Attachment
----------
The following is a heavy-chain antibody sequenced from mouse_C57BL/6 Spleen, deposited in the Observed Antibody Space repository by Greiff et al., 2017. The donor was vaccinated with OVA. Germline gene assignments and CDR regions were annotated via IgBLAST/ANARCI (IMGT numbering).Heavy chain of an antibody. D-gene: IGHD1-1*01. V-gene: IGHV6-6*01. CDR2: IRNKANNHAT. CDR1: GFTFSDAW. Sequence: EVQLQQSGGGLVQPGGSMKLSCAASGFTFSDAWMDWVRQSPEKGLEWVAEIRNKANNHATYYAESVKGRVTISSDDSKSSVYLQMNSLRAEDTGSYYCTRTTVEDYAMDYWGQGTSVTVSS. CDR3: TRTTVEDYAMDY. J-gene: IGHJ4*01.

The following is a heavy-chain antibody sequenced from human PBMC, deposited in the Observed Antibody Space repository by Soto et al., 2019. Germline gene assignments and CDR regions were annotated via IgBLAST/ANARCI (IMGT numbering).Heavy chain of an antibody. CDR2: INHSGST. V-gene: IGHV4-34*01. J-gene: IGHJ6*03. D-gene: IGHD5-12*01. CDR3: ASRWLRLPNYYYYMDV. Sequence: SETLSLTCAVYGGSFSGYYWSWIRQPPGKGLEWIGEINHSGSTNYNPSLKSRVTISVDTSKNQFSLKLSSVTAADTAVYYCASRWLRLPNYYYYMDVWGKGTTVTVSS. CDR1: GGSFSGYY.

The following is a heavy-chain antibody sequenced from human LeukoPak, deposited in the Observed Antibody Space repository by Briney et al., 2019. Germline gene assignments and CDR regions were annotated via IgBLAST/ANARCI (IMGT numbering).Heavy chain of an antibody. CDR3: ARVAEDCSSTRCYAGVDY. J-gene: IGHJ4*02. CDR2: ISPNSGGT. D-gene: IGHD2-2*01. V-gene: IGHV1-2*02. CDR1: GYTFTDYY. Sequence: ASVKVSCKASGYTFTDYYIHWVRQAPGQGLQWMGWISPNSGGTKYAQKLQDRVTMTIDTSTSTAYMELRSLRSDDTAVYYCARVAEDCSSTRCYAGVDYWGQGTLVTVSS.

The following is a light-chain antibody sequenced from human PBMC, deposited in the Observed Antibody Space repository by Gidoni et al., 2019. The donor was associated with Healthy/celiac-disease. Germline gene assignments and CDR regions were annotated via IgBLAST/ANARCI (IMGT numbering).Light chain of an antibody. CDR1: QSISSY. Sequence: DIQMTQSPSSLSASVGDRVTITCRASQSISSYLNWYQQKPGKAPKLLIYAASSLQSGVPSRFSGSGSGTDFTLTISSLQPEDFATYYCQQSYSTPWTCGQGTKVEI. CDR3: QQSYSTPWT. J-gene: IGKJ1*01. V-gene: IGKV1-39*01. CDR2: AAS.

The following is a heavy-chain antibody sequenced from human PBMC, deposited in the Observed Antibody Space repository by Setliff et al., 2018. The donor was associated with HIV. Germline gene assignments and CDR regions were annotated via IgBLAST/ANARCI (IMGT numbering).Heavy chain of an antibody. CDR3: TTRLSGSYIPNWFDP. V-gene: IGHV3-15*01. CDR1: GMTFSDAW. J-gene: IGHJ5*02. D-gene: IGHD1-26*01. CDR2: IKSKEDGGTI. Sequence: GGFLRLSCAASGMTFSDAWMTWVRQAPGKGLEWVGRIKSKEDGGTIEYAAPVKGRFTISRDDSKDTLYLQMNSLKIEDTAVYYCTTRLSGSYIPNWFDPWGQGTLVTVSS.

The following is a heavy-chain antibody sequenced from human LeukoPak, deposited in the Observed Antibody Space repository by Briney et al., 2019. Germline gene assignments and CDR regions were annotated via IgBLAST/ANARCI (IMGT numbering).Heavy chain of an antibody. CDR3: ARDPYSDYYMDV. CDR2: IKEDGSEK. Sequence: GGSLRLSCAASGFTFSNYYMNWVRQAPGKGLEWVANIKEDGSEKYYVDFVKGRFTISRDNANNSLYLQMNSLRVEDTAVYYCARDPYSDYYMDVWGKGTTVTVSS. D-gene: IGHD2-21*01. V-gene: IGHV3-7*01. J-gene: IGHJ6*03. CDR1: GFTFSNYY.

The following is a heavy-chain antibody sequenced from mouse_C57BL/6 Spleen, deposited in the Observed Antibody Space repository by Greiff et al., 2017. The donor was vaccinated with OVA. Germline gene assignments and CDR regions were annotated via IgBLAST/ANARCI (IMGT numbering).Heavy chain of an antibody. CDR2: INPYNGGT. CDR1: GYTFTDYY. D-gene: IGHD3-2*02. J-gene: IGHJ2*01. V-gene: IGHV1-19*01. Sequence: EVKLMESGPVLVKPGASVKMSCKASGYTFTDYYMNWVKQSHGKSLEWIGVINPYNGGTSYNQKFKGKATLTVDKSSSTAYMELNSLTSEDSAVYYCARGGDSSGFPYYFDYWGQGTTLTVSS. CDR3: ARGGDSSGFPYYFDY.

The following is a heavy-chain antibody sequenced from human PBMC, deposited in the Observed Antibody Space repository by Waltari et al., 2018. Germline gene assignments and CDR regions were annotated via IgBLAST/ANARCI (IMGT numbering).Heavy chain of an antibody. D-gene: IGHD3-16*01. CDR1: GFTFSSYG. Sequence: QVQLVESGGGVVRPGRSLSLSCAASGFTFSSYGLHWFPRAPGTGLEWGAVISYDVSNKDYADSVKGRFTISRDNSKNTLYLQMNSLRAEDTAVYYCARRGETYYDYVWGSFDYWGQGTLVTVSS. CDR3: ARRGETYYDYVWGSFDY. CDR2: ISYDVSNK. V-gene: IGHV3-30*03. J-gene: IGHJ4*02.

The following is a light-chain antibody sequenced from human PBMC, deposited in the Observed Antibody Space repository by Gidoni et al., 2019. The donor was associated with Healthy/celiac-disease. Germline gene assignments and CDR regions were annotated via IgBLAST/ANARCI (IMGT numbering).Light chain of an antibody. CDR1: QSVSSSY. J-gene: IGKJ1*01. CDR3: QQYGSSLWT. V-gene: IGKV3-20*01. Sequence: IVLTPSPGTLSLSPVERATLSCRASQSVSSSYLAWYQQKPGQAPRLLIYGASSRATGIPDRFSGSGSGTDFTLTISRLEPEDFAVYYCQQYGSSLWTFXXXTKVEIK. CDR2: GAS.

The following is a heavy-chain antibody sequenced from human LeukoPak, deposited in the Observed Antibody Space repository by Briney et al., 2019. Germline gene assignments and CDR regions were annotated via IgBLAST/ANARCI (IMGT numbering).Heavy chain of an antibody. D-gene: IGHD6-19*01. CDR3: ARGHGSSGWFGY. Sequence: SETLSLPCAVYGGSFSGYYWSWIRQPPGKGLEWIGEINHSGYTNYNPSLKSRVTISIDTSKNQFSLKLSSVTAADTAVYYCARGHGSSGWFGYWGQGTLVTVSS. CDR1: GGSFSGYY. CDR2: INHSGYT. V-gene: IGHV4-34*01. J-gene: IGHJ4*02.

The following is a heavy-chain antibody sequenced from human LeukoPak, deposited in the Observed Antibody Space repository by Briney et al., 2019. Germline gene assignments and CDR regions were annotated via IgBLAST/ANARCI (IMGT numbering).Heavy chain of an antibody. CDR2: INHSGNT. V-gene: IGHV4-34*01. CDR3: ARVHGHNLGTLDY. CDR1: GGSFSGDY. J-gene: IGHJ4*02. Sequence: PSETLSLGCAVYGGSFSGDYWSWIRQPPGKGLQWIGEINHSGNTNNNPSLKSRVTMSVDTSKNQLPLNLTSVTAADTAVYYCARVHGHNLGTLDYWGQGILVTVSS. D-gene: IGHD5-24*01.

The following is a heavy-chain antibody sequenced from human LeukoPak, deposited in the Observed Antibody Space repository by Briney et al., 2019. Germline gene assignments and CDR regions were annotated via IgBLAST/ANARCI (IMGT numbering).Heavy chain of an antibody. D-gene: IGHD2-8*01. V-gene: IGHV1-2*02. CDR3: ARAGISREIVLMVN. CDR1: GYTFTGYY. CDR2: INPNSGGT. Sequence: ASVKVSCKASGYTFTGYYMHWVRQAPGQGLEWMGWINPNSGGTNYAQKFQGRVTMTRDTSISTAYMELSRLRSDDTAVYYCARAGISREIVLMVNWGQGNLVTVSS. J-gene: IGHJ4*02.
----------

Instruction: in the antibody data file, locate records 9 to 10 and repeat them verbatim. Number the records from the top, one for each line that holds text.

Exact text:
The following is a light-chain antibody sequenced from human PBMC, deposited in the Observed Antibody Space repository by Gidoni et al., 2019. The donor was associated with Healthy/celiac-disease. Germline gene assignments and CDR regions were annotated via IgBLAST/ANARCI (IMGT numbering).Light chain of an antibody. CDR1: QSVSSSY. J-gene: IGKJ1*01. CDR3: QQYGSSLWT. V-gene: IGKV3-20*01. Sequence: IVLTPSPGTLSLSPVERATLSCRASQSVSSSYLAWYQQKPGQAPRLLIYGASSRATGIPDRFSGSGSGTDFTLTISRLEPEDFAVYYCQQYGSSLWTFXXXTKVEIK. CDR2: GAS.

The following is a heavy-chain antibody sequenced from human LeukoPak, deposited in the Observed Antibody Space repository by Briney et al., 2019. Germline gene assignments and CDR regions were annotated via IgBLAST/ANARCI (IMGT numbering).Heavy chain of an antibody. D-gene: IGHD6-19*01. CDR3: ARGHGSSGWFGY. Sequence: SETLSLPCAVYGGSFSGYYWSWIRQPPGKGLEWIGEINHSGYTNYNPSLKSRVTISIDTSKNQFSLKLSSVTAADTAVYYCARGHGSSGWFGYWGQGTLVTVSS. CDR1: GGSFSGYY. CDR2: INHSGYT. V-gene: IGHV4-34*01. J-gene: IGHJ4*02.